The debate about when schools should return to in-person classes has intensified, even as Arizona claims the crushing title as the nation’s COVID hot spot and teachers line up for vaccinations.
The Payson School Board has already decided to remain in distance learning mode until at least Jan. 19, due the widespread presence of the virus in the community.
Arizona this week claimed the fastest rate of spread in the nation, with a 38% increase over the past two weeks. Deaths have also risen 3% and hospitalizations by 17%. Arizona now has more than 561,500 reported cases and 9,064 deaths.
Every county in the state is now in the “red zone” on the state school opening benchmarks, based on the number of new cases, the percentage of positive tests and hospital visits.
The bad news for schools comes with a dash of good news – as teachers this week began getting the first of two doses of the Moderna vaccine to protect them from COVID-19. The first shot confers 50 to 60% protection from the virus. A second shot generally administered three weeks later confers 95% immunity, with few side effects.
Unfortunately, Arizona has one of the slowest vaccine rollout programs in the nation, according to national databases – and vaccinations started a week later in rural counties than in Maricopa County.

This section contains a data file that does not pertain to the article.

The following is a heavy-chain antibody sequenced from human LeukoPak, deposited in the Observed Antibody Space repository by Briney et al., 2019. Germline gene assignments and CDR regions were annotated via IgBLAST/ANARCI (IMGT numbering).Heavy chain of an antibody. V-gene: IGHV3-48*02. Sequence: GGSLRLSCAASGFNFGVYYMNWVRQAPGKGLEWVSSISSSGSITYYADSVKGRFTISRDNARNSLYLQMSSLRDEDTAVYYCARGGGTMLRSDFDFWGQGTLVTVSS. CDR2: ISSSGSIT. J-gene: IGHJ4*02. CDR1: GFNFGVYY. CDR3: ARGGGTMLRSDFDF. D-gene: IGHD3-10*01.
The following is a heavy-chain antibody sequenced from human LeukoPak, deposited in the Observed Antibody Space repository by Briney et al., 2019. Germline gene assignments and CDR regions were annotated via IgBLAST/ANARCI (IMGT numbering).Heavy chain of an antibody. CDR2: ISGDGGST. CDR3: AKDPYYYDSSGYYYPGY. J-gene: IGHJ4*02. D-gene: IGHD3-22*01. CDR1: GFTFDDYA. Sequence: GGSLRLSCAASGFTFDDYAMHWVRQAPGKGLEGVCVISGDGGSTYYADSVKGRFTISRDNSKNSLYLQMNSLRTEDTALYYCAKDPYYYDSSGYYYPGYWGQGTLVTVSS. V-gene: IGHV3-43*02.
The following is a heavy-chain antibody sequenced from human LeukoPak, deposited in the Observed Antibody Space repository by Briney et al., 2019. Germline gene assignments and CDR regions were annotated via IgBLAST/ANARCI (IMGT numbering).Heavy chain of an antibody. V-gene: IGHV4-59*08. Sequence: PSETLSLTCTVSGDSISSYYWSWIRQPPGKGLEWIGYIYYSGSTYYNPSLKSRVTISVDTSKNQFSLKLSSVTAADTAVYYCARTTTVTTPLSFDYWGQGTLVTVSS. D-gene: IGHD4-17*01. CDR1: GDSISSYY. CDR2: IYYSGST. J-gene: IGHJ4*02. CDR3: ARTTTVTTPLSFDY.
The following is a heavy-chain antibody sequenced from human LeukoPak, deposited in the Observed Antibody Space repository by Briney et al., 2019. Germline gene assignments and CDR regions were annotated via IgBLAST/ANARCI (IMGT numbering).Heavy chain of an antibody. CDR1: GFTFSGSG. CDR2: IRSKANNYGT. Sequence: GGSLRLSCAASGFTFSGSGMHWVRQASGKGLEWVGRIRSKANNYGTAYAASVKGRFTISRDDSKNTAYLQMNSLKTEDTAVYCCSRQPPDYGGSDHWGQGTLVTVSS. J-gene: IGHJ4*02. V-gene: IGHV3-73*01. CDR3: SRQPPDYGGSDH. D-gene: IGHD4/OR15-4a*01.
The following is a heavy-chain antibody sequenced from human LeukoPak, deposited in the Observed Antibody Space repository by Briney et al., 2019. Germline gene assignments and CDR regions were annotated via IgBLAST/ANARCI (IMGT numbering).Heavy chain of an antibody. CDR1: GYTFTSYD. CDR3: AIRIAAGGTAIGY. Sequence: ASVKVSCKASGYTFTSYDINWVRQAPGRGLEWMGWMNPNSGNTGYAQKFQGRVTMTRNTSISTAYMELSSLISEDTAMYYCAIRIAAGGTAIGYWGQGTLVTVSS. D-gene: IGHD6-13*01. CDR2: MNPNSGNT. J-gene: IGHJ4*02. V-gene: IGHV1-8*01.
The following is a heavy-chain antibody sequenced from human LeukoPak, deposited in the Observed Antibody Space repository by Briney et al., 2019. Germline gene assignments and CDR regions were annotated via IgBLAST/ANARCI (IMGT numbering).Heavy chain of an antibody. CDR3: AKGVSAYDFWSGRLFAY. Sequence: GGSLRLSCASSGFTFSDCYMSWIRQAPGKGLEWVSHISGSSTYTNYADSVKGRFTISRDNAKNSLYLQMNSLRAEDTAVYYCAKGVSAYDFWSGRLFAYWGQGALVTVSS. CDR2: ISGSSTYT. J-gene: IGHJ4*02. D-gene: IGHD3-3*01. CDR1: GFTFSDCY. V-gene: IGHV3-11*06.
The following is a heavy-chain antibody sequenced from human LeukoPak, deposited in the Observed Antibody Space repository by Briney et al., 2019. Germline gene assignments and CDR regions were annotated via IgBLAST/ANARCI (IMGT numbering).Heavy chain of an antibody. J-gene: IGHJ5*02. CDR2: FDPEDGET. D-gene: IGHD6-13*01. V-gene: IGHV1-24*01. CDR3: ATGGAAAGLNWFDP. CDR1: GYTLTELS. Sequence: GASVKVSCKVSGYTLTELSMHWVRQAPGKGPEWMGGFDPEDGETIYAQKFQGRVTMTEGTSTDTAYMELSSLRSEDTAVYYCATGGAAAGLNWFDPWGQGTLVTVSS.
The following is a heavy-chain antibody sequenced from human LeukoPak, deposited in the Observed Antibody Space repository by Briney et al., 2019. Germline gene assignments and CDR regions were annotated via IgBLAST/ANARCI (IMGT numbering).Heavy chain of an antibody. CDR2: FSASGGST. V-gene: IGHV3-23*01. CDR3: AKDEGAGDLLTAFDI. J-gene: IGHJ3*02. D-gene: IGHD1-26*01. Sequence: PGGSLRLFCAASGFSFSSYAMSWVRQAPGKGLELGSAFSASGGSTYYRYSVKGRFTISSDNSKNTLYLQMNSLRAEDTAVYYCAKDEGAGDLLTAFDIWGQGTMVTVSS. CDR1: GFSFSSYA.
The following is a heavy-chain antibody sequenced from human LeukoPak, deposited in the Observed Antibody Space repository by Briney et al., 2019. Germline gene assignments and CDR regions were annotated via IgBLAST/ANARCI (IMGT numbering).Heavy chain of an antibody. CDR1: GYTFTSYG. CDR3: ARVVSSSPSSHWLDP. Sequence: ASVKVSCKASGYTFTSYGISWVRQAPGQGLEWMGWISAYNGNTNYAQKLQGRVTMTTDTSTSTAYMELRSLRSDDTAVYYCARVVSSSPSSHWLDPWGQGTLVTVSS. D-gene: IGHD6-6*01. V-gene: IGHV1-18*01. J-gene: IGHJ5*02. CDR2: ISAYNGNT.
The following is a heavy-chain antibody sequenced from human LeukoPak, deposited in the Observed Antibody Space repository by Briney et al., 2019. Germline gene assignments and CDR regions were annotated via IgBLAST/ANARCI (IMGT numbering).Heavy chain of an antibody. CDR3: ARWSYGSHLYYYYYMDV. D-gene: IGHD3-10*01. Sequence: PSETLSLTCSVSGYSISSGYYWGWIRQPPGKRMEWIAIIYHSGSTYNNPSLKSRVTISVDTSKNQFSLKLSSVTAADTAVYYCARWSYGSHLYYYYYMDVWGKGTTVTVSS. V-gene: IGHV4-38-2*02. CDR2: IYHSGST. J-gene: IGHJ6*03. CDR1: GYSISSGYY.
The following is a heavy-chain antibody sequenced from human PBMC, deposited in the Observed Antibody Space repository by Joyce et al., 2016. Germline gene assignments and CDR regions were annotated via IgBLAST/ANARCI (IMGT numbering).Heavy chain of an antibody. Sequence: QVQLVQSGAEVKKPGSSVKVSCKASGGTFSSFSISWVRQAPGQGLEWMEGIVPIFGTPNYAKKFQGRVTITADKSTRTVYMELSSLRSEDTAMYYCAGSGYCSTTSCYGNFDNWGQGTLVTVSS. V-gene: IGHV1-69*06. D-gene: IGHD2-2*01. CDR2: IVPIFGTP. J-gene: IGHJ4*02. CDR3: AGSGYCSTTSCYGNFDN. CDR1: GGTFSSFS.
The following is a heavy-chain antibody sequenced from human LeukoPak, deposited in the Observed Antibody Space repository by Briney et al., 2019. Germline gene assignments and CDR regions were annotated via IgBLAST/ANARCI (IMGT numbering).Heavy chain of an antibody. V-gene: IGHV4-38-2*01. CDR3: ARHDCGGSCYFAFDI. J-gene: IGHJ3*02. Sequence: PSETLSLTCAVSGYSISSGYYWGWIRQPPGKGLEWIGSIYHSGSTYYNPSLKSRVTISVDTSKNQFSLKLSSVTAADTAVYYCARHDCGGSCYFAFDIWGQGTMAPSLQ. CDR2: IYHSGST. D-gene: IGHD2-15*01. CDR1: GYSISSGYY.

Arizona Superintendent of Schools has urged Gov. Doug Ducey to issue a fresh executive order directing schools to remain in distance learning status until the rate of community spread drops to safer levels.
“Given the severity of our state’s situation and the virus’s trajectory after the holiday period, Gov. Doug Ducey should order schools to remain in distance learning for a limited two-week period,’’ Kathy Hoffman said. And she told Capitol Media Services that opening schools immediately after the Christmas holidays given the level of infection is “reckless.’’
A spokesperson for the governor said Ducey will not consider such an order, but will leave the decision on whether to return to in-person learning up to school boards, based on conditions in their community.
“This is a local decision, the online option is already available, and the governor has repeatedly made his preference clear: Kids have already lost out on a lot of learning and he wants schools opened safely,” spokesperson C.J. Karamargin said in a text message to the Arizona Republic.
Payson schools have essentially already decided to remain in distance learning mode for the first two weeks after the holiday break.
Arizona cases have soared since the school board decided the week before the holiday break started. On Jan. 2, Arizona reported 17,222 cases, bringing the average to 8,895 new cases daily for the past week. That dwarfs the previous highest average of 7,700 in mid-December and is nearly three times the peak in early summer.
The whole state has spilled over into the red zone, with 121 cases per 100,000 in the past week statewide. Gila County is just below the statewide average at 103 cases per 100,000. Apache County is at 113 per 100,000 and Navajo County at 126 per 100,000.
La Paz County has the highest rate in the state at 191 per 100,000.
Statewide, deaths are peaking at about 90 per day and hospitalized patients have hit an all-time high at 4,500.